AMBITIOUS plans for a £12m hotel on the site of a decommissioned 1970s car park in Leeds city centre have been given the go-ahead.
The site of the ‘mechanical stacker’ car park in Greek Street will house a 10-storey 90-bedroom hotel run by boutique brand Dakota, which was the brainchild of Malmaison creator Ken McCullloch.
As revealed in the YEP last year, developer the Evans Property Group wants to demolish the 220-space car park as part of a £20m overhaul of its various assets in the Bond Court area, which include Minerva House and Capitol House.
The planning approval from the council’s City Plans Panel means the car park and adjacent single-storey Akbar’s restaurant building can now be demolished.
The project includes a basement level restaurant to be accessed off Greek Street and a ground floor bar and terrace area. ‘Public realm’ work will also be undertaken in Bond Court, transforming an area which was previously slammed as little more than a “binyard”.
Alan Syers, portfolio director at Evans Property Group, said “immense consideration” had been given to ways of developing the “strategic site in the heart of the city’s business district”.
“We are delighted that our plans for a luxury hotel have received the green light,” he said. “We are committed to investing in Leeds and we were keen to bring this unique offering to our home city. We are confident that this new venture will be a superb addition to Leeds’ hotel offering, and will successfully regenerate a redundant site in one of the city’s most important locations.”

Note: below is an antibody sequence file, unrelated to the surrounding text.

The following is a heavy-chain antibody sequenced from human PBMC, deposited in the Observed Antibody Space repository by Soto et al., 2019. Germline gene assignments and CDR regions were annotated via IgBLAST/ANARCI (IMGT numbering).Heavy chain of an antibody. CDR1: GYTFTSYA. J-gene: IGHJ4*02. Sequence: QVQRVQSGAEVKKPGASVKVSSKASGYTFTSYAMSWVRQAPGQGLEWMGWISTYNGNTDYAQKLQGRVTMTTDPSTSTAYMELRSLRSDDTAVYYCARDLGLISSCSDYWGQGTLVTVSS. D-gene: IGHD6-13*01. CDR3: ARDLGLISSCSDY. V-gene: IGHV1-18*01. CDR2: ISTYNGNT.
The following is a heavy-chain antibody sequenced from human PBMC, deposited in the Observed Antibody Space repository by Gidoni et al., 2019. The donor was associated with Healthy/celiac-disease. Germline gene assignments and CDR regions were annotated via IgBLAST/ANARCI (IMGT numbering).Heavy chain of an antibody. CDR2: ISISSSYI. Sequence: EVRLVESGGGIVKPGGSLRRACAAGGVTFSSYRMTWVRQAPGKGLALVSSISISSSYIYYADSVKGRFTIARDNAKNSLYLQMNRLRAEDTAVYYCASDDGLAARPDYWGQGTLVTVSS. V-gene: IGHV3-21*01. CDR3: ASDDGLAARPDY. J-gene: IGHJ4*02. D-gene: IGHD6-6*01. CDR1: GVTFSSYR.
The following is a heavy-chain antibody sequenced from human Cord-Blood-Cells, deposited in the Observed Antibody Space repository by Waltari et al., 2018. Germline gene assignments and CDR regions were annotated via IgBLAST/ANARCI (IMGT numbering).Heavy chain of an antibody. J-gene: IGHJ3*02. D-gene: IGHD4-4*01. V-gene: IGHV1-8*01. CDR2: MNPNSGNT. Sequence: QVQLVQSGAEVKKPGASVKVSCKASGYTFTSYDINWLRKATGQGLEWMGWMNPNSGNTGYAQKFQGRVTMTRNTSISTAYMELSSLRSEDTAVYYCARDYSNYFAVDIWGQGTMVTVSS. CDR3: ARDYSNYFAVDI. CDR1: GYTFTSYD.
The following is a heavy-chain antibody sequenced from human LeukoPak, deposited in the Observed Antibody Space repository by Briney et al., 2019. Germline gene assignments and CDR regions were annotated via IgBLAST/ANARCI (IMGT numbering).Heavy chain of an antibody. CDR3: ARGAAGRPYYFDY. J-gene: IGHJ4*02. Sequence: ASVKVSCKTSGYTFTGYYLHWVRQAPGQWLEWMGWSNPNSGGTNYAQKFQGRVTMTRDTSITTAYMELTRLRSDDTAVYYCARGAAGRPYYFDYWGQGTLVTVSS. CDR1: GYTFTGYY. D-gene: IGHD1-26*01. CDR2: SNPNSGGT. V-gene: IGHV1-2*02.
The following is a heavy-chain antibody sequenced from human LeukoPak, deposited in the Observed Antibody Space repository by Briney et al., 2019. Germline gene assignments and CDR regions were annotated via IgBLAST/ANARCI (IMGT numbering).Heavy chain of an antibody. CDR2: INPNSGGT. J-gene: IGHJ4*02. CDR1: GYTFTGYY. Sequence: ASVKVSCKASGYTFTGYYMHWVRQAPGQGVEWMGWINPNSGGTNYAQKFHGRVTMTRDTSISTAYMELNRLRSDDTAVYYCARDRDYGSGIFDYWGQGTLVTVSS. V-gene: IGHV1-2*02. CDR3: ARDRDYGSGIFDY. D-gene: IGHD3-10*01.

The firm is set to appoint contractors in the coming weeks with a view to starting demolition as soon as possible. The project is expected to be completed by mid 2016.
The application has not been without its problems. As reported in the YEP earlier this month, bosses found themselves at loggerheads with curry house Akbar’s after restaurant managers complained that the process of evicting them from the site had not been properly handled, despite a £100,000 compensation package being offered.
Commentators previously said Greek Street had lost its “sparkle” over the last few years, and the hotel project would be a “catalyst” for a rebirth.